Snapping turtles are omnivores meaning they eat everything available to them including insects, eggs of all kinds, small mammals, fish, amphibians and reptiles, mollusks, ducklings, goslings, adult ducks and geese and carrion; as well as vegetation of all sorts including algae. Turtles that eat flesh have hooked shaped beaks similar to those of raptors; they easily slice and tear food and enemies apart.

Common Snapping Turtles can sniff out carrion (dead animals), which they add to their diet of plants, small birds and fish. They are so fearless and aggressive that on occasion, they have been known to attack swimmers. Because of their unique ability to detect dead and rotting flesh, Common Snapping Turtles have been used to help police search for human corpses!

Since the Alligator Snapping Turtle lives mainly on fish, it is slaughtered by fishermen and is now on the endangered list.



Snapping turtle’s predators include humans for their meat; their eggs and hatchlings are preyed upon by alligators (Alligator mississipiensis); great blue herons (Ardea herodias); magpies (Corvidae); crows (Corvus brachyrhynchos), and ravens (Corvus corax); Opossum (Didelphis virginiana); gulls (Larus); striped skunks (Mephitis mephitis); largemouth bass (Micropterus salmoides); northern water snakes (Nerodia sipedon); raccoons (Procyon lotor); bullfrogs (Rana catesbeiana); and red foxes (Vulpes). Few animals manage to prey on them once they reach maturity; they are pugnacious and ferocious, defending their lives aggressively with the slightest provocation.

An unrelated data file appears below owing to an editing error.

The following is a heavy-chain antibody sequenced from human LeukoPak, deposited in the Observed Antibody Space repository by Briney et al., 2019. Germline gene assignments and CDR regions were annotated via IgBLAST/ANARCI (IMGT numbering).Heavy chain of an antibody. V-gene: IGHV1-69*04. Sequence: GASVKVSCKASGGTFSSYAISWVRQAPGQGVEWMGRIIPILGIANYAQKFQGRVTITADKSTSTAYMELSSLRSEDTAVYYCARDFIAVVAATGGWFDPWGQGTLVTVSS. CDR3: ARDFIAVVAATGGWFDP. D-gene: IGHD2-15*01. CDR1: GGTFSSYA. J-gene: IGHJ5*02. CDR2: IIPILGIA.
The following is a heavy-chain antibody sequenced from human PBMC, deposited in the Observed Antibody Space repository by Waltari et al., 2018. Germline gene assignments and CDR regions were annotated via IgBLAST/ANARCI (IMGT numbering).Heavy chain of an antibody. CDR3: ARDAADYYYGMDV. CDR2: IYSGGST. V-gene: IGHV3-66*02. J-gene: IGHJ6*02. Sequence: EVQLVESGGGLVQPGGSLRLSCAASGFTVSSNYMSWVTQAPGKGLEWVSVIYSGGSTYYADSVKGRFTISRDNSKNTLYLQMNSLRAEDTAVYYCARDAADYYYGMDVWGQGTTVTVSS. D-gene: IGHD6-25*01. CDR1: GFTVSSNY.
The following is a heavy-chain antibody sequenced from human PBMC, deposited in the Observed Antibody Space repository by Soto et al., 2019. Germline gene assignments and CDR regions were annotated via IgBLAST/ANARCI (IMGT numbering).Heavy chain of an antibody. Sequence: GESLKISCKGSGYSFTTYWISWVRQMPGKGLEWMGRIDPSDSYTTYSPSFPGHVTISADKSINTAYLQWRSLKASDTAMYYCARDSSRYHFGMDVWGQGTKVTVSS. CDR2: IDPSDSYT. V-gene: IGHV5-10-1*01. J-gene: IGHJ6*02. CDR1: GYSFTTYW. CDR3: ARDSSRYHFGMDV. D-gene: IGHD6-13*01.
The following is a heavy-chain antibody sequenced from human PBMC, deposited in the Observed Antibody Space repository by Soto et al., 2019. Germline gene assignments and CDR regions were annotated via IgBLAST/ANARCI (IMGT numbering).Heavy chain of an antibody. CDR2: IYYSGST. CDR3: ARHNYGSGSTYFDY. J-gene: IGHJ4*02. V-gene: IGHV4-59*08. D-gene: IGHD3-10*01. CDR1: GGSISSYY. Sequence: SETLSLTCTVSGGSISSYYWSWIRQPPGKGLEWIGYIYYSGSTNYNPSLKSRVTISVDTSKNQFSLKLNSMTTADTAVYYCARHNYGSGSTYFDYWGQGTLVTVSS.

Humans commonly eat snapping turtle meat. Native Americans commonly used snapping turtle shells in many ceremonies: The shells were dried and mounted on handles with corn kernels inside for use as rattles.



“In the beginning there was only one water and the water animals that lived in it. Then a woman fell from a torn place in the sky. She was a divine woman, full of power. Two loons flying over the water saw her falling. They flew under her, close together, making a pillow for her to sit on. The loons held her up and cried for help. They could be heard for a long way as they called for other animals to come. The snapping turtle called all the other animals to aid in saving the divine woman's life. The animals decided the woman needed earth to live on. Snapping turtle said, ‘Dive down in the water and bring up some earth.’ So they did….” [3]